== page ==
# Question ad8fd

Mar 16, 2017

The bonds with the most covalent character are those in B. ${\text{SiCl}}_{4}$.

#### Explanation:

You look at the electronegativities of the atoms in the bonds and then calculate the electronegativity differences ΔEN.

Method 1. A quantitative method

Here are the electronegativities of the atoms.

$\boldsymbol{\textcolor{w h i t e}{m m m l} \text{Sr"color(white)(mm)"Sn"color(white)(mll)"Si"color(white)(mm)"Cl}}$
$E N \textcolor{w h i t e}{m l} 0.95 \textcolor{w h i t e}{m l} 1.90 \textcolor{w h i t e}{m l} 1.96 \textcolor{w h i t e}{m l} 3.16$

Now, we calculate the electronegativity differences for the $\text{M-Cl}$ bonds.

bb(color(white)(mmmmmmmmmll)ΔEN)#
$\text{Sr-Cl"color(white)(ml)"|0.95 - 3.16| = 2.21}$
$\text{Sn-Cl"color(white)(m)"|1.90 - 3.16| = 1.26}$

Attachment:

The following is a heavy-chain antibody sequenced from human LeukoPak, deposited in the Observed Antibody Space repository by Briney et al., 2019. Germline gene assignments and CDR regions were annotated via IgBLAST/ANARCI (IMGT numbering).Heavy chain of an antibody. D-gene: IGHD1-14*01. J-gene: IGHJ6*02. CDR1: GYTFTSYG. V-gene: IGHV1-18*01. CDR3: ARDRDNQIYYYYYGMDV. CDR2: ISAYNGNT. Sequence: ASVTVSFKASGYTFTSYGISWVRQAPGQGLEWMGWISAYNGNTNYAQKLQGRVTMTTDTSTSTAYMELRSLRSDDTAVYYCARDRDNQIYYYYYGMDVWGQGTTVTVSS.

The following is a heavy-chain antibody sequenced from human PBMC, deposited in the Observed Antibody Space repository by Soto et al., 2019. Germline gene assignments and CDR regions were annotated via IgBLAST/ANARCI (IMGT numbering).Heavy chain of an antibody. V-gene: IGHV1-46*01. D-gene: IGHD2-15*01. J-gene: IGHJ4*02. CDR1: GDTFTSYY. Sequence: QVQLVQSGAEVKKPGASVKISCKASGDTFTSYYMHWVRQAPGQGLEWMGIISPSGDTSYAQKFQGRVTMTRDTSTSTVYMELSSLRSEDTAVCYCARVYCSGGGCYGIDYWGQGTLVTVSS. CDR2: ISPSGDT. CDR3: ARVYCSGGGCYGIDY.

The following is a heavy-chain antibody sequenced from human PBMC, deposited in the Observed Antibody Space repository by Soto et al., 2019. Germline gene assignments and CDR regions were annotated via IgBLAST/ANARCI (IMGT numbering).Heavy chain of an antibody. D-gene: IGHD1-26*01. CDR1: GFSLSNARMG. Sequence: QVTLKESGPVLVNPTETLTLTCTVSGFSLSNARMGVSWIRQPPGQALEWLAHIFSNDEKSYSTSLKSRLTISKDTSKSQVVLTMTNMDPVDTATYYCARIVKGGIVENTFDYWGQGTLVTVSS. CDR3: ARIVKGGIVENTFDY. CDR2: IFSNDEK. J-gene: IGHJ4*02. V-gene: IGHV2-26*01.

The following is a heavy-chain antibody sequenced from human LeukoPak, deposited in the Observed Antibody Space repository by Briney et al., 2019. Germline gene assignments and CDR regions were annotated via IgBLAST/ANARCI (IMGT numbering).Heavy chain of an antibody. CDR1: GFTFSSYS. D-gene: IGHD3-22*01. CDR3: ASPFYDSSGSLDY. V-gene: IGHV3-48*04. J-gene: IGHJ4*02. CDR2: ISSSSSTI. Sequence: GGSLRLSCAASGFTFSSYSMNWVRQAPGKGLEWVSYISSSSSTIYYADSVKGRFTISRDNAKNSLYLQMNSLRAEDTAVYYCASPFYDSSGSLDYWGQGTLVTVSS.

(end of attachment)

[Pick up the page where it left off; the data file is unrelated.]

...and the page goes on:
$\text{Si-Cl"color(white)(ml)"|1.96 - 3.16| = 1.20}$

$\text{Sn}$ is a metal. It has metallic bonds.

The bond that has the smallest electronegativity difference will have the greatest covalent character.

The $\text{Si-Cl}$ bond has the smallest difference, so it has the greatest covalent character.

Method 2. A qualitative method

$\text{Sn}$ is a metal. It has metallic bonds, not covalent bonds.

$\text{Sn}$ and $\text{Sr}$ are both metals. Their bonds with the nonmetal $\text{Cl}$ will have mostly ionic character.

$\text{Si}$ is a metalloid. It is closest to $\text{Cl}$ in the Periodic Table, so its bonds to $\text{Cl}$ should have the most covalent character.